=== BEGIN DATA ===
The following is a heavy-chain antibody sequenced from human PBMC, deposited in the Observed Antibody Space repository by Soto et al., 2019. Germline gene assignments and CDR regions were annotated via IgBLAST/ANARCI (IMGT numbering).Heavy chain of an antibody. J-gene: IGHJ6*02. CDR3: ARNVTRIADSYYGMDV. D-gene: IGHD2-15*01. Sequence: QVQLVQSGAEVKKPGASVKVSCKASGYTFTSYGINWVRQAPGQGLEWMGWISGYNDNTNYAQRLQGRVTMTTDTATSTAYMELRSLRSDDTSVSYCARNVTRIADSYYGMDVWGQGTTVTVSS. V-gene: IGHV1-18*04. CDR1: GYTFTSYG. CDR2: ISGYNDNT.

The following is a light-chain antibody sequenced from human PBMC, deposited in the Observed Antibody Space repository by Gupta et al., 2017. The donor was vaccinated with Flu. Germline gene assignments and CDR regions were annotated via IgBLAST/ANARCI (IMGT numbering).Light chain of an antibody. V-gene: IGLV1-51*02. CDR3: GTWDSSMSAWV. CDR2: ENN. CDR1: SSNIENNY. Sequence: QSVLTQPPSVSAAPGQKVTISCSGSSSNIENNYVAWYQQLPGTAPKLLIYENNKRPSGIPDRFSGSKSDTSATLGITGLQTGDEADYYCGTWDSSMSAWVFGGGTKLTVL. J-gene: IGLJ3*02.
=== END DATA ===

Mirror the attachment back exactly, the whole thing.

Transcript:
The following is a heavy-chain antibody sequenced from human PBMC, deposited in the Observed Antibody Space repository by Soto et al., 2019. Germline gene assignments and CDR regions were annotated via IgBLAST/ANARCI (IMGT numbering).Heavy chain of an antibody. J-gene: IGHJ6*02. CDR3: ARNVTRIADSYYGMDV. D-gene: IGHD2-15*01. Sequence: QVQLVQSGAEVKKPGASVKVSCKASGYTFTSYGINWVRQAPGQGLEWMGWISGYNDNTNYAQRLQGRVTMTTDTATSTAYMELRSLRSDDTSVSYCARNVTRIADSYYGMDVWGQGTTVTVSS. V-gene: IGHV1-18*04. CDR1: GYTFTSYG. CDR2: ISGYNDNT.

The following is a light-chain antibody sequenced from human PBMC, deposited in the Observed Antibody Space repository by Gupta et al., 2017. The donor was vaccinated with Flu. Germline gene assignments and CDR regions were annotated via IgBLAST/ANARCI (IMGT numbering).Light chain of an antibody. V-gene: IGLV1-51*02. CDR3: GTWDSSMSAWV. CDR2: ENN. CDR1: SSNIENNY. Sequence: QSVLTQPPSVSAAPGQKVTISCSGSSSNIENNYVAWYQQLPGTAPKLLIYENNKRPSGIPDRFSGSKSDTSATLGITGLQTGDEADYYCGTWDSSMSAWVFGGGTKLTVL. J-gene: IGLJ3*02.